On the right side, a smaller room lies—-traditionally associated with the actual room where the Virgin Mary is believed to have slept. Marian tradition holds that some form of running water used to flow like a canal in the smaller room where the Virgin Mary slept and rested, leading to the present drinking fountain outside the building structure. Outside the shrine is a particular “wishing wall” that pilgrims have used by tying their personal intentions on paper or fabric. Various types of florals and fruits are grown nearby, and additional lighting has been installed within the vicinity of the shrine for further monitoring of the site. A water fountain or well is also located nearby, believed by some pilgrims to have miraculous powers of healing or fertility.
We then continued our way to the last destination of the day: Sirince – a quaint little village in the Izmir region. Since, which is one of the loveliest Aegean villages in Turkey, literally means cute. Set on a hillside above Selcuk town, the village retains most of its lovely old wooden houses with their red-tiled roofs. Up here the air feels fresh and the restaurants, which you meet on the winding road even before entering the village, serve fruit-flavored wines and great food.
Sirince is a mesmerizing village and very different from others in the vicinity. Originally, the village was built by Greeks, but after the population exchange between Turkey and Greece in 1923, the Greeks who had to leave Anatolia were replaced by Turks from Thessalonica. Today the village prospers through agriculture (olive oil, wine, peach, apple, fig, walnut) and tourism. It is well protected and a rare and attractive example of Ottoman Turkish architecture.
Since, with its locally made wine, traditional cuisine, and true way of life, is a nostalgic village. You will feel as if you have stepped into the nineteenth century when roaming about the village. Sirince is without a doubt one of Turkey’s most beautiful mountain villages. Sirince’s houses are unique in the region since they are two-story stone and brick residences with several windows and balconies according to the size of the windows. Their basements serve as a kitchen and storage area. The window frames and eaves are embellished with paintings and bird motifs. Nowadays, the lovely homes are utilized as boutique hotels.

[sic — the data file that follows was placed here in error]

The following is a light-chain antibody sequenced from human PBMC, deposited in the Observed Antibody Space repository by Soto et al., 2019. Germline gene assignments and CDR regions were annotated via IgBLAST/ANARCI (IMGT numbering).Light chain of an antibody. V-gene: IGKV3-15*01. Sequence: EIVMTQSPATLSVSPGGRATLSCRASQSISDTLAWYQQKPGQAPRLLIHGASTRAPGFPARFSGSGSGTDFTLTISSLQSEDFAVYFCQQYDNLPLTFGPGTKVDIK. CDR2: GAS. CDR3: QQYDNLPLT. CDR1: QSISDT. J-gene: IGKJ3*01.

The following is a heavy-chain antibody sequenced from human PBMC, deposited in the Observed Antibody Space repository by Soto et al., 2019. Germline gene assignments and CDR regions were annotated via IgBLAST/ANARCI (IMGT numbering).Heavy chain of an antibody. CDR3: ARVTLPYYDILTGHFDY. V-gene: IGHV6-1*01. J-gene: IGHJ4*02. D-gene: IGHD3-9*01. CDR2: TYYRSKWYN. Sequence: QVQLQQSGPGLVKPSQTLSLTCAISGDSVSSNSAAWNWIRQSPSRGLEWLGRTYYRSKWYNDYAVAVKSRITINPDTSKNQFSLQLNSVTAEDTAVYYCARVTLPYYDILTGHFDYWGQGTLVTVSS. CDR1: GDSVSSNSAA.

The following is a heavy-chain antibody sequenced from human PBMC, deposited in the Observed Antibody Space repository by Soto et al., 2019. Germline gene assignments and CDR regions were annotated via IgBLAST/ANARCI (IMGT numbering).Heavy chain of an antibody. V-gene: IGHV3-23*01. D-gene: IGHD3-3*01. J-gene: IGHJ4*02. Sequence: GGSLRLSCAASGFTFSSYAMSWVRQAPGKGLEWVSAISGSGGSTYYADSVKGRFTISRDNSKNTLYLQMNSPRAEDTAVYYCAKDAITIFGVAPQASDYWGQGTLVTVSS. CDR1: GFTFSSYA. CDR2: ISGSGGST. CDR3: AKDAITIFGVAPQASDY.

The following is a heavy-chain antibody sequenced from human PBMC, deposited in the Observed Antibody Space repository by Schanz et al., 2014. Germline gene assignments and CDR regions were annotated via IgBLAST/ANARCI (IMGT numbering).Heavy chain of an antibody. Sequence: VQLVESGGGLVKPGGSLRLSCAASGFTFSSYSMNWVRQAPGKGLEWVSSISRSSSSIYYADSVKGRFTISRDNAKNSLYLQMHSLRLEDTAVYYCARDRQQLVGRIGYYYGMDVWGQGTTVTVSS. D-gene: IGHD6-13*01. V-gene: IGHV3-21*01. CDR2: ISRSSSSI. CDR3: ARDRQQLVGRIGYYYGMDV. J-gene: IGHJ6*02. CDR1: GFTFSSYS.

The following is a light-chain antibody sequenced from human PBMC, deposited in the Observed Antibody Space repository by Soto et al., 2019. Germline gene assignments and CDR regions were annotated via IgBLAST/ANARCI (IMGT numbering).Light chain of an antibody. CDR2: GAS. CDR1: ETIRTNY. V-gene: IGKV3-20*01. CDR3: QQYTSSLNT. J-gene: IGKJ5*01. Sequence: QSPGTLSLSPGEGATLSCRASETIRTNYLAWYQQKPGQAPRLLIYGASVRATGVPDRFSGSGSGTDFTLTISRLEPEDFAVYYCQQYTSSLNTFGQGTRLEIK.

The little village of Sirince is great for shopping. The local women sell handmade lace, tablecloths, beads, muslin cloths, and dresses. Also, there is a single remaining woodcarver who still makes beautiful wooden spoons or you can buy from the Ram-Koc Leatherium store leather products made by hand by a skilled craftsman: belts, bracelets, bags, shoes …
One of the things that make Sirince stand out among the touristic destinations is its homemade wines. Sirince’s name is associated with the grapes that are produced around here and used to make delicious fruit wines. There are only two wine producers in the village. The olive oil produced locally is also incredibly tasty.
Your time spent in the picturesque village of Sirince may look like this:
· Go for a walk in the streets of Sirince freely.
· Taste delicious local wines in the cellars.
· Try homemade tasty pancakes.
· Buy incredibly tasty olive oils.
· Visit the churches of Saint John the Baptist and Saint Dimitrios.
· Drink traditional Turkish coffee or elderberry syrup.
· Visit Theater School and Mathematics Institute.
· Enjoy the Vintage Culture and Art.
We enjoyed every minute spent here and left this place with a soul full of joy and delight.